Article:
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Three enter not guilty pleas

Attorneys for three men who are accused of tampering with bids for $130 million in state road contracts pledged Friday to fight the charges and said they have been unfairly treated by prosecutors and the news media.

Leonard Lawson, 69, of Lexington, who has been a mainstay in politics and paving for decades, and former Transportation Secretary Bill Nighbert, 57, who was transportation secretary during former Gov. Ernie Fletcher's administration, pleaded not guilty Friday to charges that they tampered with the bidding process.

Brian Billings, 37, of Stanton, a former Transportation Cabinet employee and current employee of Lawson, also pleaded not guilty to three obstruction of justice charges.

All three were released on their own recognizance. They must surrender their passports and cannot commit any crimes while awaiting trial.

During Friday's hearing, U.S. Magistrate Judge James B. Todd set a Nov. 12 trial date for the three men. However, defense attorneys said Friday that they will probably file motions to push back the trial, which is expected to last one to two weeks.

U.S. District Judge Danny Reeves, who has been assigned the case, has another high-profile trial — the case of two Lexington-area lawyers accused of taking millions of dollars from their former clients in a diet-drug settlement — that is set to begin Nov. 17. It will be impossible for Reeves to try both cases in the same time frame.

Nighbert and Lawson have been charged with six different counts each, ranging from bribery to obstruction of justice. If convicted, Nighbert and Lawson could face decades in jail.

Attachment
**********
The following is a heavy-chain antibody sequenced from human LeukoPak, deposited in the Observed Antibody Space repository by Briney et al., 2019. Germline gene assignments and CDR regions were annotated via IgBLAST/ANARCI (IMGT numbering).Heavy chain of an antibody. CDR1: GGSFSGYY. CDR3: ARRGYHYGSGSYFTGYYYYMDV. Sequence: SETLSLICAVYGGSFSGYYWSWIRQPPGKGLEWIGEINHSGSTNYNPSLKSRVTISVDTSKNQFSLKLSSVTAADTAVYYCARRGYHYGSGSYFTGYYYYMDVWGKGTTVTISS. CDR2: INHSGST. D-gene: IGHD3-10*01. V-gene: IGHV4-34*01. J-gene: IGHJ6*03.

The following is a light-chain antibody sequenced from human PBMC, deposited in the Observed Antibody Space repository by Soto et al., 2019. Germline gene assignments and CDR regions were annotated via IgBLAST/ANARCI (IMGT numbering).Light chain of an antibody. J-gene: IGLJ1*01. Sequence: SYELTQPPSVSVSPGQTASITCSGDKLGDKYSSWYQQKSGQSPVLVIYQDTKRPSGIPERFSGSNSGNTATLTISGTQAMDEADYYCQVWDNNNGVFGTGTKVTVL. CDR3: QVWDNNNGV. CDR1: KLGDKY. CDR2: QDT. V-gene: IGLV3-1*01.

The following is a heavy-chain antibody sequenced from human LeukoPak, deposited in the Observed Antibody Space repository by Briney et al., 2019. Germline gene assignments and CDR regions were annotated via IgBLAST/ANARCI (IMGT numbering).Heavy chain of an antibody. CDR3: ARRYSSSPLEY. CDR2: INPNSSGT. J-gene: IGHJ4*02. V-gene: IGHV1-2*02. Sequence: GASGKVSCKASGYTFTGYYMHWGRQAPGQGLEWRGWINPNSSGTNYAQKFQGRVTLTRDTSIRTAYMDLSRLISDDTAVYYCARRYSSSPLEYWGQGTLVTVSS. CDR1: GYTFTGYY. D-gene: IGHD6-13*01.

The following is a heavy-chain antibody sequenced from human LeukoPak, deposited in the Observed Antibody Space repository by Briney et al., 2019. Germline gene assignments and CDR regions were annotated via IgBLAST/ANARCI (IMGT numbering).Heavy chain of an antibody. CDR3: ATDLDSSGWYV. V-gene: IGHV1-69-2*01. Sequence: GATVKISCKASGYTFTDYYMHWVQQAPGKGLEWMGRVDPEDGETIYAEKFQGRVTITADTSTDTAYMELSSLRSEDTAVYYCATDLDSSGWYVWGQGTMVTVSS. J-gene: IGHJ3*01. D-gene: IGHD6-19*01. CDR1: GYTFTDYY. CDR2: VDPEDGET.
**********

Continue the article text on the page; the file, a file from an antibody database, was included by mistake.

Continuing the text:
It is likely that defense attorneys will file motions in coming weeks asking that the charges against their clients be dismissed, in part because details of the grand jury investigation were reported by the media before the release of the indictments last week.

Defense lawyers also indicated Friday that they may seek a change of venue. The trial is currently scheduled to take place in Frankfort.

Howard Mann, a lawyer for Nighbert, said he expected many motions to be filed; "one of them will be a motion to dismiss the indictment."

Larry Mackey, Lawson's attorney, said Friday was the beginning of a long battle to clear Lawson's name.

Mackey said he plans to make Reeves aware that he has serious concerns that information from the grand jury investigation was made public when an affidavit filed by FBI Special Agent Clay Mason was filed as part of a search warrant in federal court in London. The affidavit was not sealed.

That leak has destroyed Lawson's credibility and presumption of innocence, "a result of 30 days of non-stop press," Mackey said.

Kyle Edelen, a spokesman for the U.S. attorney for the Eastern District of Kentucky, said it is the office's policy not to comment on ongoing cases.

According to the Sept. 3 indictment, Lawson is accused of paying former transportation employee James Rummage for inside information that would help him maximize his profits when one of Lawson's companies was the sole bidder for road contracts.

The indictment alleges that Lawson paid Rummage $20,000 in cash for the information. The indictment includes road work by Lawson companies in 2006 and 2007.